N. B. The gilt chariot, the diamond ring, the gold snuff-box, and brocade sword-knot, are no essential parts of a fine gentleman; but may be used by him, provided he casts his eye upon them but once a-day.

No. 35.] Tuesday, April 21, 1713.

O vitae Philosophia dux, virtutis indagatrix! Cicero. Ophilosophy, thouguide of life, and discoverer of virtue.

“To Nestor Ironside, Esquire.

‘SIR,--I am a man who have spent great part of that time in rambling through foreign countries which young gentlemen usually pass at the university; by which course of life, although I have acquired no small insight into the man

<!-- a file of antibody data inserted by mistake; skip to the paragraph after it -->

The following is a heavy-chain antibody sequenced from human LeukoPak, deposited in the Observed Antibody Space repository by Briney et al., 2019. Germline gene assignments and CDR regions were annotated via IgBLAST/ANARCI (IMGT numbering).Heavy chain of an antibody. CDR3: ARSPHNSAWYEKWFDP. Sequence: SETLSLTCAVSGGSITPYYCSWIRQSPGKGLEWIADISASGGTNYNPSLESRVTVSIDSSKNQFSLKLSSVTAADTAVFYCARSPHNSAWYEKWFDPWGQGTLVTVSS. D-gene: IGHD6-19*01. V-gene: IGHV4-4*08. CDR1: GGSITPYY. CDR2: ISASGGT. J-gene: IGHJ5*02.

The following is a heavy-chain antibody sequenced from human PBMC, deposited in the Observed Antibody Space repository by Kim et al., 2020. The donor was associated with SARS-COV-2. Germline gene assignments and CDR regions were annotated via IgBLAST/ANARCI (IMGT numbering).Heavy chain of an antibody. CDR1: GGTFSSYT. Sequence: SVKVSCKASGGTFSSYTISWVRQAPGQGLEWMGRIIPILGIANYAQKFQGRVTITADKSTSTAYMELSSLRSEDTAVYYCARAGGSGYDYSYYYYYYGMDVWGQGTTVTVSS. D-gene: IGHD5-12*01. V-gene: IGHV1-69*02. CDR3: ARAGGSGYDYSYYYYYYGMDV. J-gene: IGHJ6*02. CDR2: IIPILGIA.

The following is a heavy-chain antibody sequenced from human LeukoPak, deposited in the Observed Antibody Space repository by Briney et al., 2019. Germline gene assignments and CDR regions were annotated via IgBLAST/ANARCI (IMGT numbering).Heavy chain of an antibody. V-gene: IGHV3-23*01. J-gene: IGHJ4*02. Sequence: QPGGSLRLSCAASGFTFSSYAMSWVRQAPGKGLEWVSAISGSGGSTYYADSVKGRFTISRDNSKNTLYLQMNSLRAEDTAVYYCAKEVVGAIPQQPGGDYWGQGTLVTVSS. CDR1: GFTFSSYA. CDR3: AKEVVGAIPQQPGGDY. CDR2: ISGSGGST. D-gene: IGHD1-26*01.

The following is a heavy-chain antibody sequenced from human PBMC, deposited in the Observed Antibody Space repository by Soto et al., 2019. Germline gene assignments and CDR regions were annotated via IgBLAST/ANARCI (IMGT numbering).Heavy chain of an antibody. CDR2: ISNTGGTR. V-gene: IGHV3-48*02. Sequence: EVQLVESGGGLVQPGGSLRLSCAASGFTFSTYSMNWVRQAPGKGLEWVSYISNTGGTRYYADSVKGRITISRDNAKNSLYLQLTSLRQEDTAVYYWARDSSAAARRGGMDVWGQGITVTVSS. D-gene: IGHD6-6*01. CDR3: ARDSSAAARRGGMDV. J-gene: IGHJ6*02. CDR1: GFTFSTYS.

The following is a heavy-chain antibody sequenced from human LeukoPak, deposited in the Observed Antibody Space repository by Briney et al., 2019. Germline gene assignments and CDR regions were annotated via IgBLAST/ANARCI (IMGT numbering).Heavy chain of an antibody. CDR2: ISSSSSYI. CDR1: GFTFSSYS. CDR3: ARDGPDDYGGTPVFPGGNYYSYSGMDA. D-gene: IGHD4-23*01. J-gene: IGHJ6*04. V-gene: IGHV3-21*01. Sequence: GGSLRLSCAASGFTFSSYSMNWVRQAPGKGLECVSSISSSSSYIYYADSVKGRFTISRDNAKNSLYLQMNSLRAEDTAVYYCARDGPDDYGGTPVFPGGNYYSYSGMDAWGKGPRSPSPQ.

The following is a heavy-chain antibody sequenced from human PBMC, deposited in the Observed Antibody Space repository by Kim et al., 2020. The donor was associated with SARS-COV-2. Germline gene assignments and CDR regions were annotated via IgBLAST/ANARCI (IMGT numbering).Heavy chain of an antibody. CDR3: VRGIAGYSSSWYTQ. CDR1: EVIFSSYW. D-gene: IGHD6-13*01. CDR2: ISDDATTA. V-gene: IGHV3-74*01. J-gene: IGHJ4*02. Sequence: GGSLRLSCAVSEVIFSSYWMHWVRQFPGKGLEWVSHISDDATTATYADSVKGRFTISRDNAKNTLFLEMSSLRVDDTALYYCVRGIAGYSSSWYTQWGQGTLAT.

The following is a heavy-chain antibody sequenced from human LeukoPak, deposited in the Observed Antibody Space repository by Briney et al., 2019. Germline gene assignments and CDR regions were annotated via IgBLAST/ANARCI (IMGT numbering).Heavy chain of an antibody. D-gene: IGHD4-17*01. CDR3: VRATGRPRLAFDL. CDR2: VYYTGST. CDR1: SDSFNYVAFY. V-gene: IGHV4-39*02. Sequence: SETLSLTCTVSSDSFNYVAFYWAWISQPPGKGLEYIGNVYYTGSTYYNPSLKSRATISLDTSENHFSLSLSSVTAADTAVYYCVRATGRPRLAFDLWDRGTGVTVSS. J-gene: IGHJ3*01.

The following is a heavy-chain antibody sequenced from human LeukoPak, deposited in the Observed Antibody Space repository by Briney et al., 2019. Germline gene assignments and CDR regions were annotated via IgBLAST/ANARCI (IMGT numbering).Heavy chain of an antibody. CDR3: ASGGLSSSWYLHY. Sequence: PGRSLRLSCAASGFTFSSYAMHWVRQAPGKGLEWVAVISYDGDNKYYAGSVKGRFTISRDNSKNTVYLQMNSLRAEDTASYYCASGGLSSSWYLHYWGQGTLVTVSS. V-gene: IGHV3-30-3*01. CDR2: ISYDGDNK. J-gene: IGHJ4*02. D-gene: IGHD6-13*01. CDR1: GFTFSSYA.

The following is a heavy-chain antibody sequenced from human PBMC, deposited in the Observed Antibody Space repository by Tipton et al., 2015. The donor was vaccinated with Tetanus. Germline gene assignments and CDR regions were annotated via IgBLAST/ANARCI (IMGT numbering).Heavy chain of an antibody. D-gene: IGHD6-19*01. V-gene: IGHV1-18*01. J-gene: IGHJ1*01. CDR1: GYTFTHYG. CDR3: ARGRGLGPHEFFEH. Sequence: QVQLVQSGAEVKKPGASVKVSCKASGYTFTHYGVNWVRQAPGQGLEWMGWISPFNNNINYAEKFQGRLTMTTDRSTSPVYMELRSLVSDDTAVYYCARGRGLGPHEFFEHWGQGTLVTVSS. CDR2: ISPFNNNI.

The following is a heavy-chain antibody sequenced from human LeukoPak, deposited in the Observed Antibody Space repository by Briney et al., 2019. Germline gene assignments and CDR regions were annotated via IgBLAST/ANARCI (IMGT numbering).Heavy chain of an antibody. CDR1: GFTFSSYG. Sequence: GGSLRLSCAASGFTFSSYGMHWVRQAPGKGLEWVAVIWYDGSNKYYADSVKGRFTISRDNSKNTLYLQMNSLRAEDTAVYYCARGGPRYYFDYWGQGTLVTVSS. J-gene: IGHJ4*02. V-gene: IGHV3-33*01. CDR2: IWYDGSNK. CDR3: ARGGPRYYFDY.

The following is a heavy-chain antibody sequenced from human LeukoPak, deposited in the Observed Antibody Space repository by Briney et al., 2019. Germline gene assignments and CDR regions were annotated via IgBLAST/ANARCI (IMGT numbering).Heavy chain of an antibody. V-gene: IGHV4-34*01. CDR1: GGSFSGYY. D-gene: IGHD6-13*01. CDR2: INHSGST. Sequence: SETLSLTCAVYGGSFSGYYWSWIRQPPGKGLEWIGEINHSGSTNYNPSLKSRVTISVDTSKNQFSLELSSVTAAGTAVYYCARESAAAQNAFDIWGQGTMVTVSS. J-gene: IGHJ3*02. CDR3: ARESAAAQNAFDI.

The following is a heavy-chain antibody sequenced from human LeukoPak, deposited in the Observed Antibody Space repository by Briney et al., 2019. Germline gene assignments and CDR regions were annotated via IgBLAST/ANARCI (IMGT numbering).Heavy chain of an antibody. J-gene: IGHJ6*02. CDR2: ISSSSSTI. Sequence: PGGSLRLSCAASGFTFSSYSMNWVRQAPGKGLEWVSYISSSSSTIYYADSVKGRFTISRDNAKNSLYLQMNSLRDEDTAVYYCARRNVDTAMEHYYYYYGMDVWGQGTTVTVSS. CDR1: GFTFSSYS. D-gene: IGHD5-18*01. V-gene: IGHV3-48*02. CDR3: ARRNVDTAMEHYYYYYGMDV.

ners and conversation of men, yet I could not make proportionable advances in the way of science and speculation. In my return through France, as I was one day setting forth this my case to a certain gentleman of that nation, with whom I had contracted a friendship; after some pause, he conducted me into his closet, and opening a little amber cabinet, took from thence a small box of snuff, which he said was given him by an uncle of his, the author of The Voyage to the World of Descartes; and, with many professions of gratitude and affection, made me a present of it, telling me, at the same time, that he knew no readier way to furnish and adorn a mind with knowledge in the arts and sciences, than that same snuff rightly applied. “You must know,” said he, “that Descartes was the first who discovered a certain part of the brain, called by anatomists the Pineal Gland, to be the immediate receptacle of the soul, where she is affected with all sorts of perceptions, and exerts all her operations by the intercourse of the animal spirits which run through the nerves that are thence extended to all parts of the body.” He added, “that the same philosopher having considered the body as a machine, or piece of clock-work, which performed all the vital operations without the concurrence of the will, began to think a way may be found out for separating the soul for some time from the body, without any injury to the latter; and that, after much meditation on that subject, the above-mentioned virtuoso composed the snuff he then gave me; which, if taken in a certain quantity, would not fail to disengage my soul from my body. Your soul (continued he) being at liberty to transport herself with a thought wherever she pleases, may enter into the pineal gland of the most learned philosopher, and being so placed, become spectator of all the ideas in his mind, which would instruct her in a much less time than the usual methods.” I returned him thanks, and accepted his present, and with it a paper of directions. ‘You may imagine it was no small improvement and diversion, to pass my time in the pineal glands of philosophers, poets, beaux, mathematicians, ladies, and statesmen. One while to trace a theorem in mathematics through a long labyrinth of intricate turns, and subtleties of thought; another to be conscious of the sublime ideas and comprehensive views of a philosopher, without any fatigue or wasting of my own spirits. Sometimes to wander through perfumed groves, or enameled meadows, in the fancy of a poet; at others to be present when a battle or a storm raged, or a glittering palace rose in his imagination; or to behold the plea. sures of a country life, the passion of a generous love, or the warmth of devotion wrought up to rapture. Or (to use the words of a very ingenious author) to ‘Behold the raptures which a writer knows, When in his breast a vein of fancy glows, Behold his business while he works the mine, Behold his temper when he sees it shine.” Essay on the different Styles of Poetry. ‘These gave me inconceivable pleasure. Nor was it an unpleasant entertainment, sometimes to descend from these sublime and magnificent ideas to the impertinences of a beau, the dry schemes of a coffee-house politician, or the tender images in the mind of a young lady. And, as in order to frame a right idea of human happiness, I thought it expedient to make a trial of the various manners wherein men of different pursuits were affected, I one day entered into the pineal gland of a certain person, who seemed very fit to give me an insight into all that which constitutes the happiness of him who is called a Man of Pleasure. But I found myself not a little disappointed in my notion of the pleasures which attend a voluptuary, who has shaken off the restraints of reason.